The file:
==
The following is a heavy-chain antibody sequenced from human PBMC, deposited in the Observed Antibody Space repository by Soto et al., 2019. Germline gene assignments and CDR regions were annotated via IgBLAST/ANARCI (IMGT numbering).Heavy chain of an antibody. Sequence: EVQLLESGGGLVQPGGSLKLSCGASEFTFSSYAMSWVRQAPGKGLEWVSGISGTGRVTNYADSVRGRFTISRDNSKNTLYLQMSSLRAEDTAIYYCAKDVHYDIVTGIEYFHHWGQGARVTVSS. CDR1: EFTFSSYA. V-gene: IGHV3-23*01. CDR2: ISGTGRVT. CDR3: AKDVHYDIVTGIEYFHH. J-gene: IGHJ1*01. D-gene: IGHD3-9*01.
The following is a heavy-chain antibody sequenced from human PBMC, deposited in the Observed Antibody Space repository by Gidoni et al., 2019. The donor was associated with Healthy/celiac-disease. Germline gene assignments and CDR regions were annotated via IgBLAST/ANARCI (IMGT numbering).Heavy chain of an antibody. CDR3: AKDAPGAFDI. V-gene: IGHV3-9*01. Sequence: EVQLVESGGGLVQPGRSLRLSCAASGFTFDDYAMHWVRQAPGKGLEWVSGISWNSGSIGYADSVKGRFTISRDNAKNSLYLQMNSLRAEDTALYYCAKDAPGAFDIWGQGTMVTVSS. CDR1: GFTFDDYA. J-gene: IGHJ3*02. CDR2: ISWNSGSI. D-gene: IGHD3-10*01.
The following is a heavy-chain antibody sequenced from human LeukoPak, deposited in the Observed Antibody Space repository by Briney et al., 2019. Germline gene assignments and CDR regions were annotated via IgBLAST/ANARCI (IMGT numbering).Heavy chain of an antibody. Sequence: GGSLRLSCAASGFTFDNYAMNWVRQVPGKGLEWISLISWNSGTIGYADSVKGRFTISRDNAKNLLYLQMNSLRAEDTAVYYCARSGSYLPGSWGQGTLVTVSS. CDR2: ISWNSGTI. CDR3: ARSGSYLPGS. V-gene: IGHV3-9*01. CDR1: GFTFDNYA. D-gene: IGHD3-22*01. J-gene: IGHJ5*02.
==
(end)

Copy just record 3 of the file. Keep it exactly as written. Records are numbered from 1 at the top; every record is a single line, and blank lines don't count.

The following is a heavy-chain antibody sequenced from human LeukoPak, deposited in the Observed Antibody Space repository by Briney et al., 2019. Germline gene assignments and CDR regions were annotated via IgBLAST/ANARCI (IMGT numbering).Heavy chain of an antibody. Sequence: GGSLRLSCAASGFTFDNYAMNWVRQVPGKGLEWISLISWNSGTIGYADSVKGRFTISRDNAKNLLYLQMNSLRAEDTAVYYCARSGSYLPGSWGQGTLVTVSS. CDR2: ISWNSGTI. CDR3: ARSGSYLPGS. V-gene: IGHV3-9*01. CDR1: GFTFDNYA. D-gene: IGHD3-22*01. J-gene: IGHJ5*02.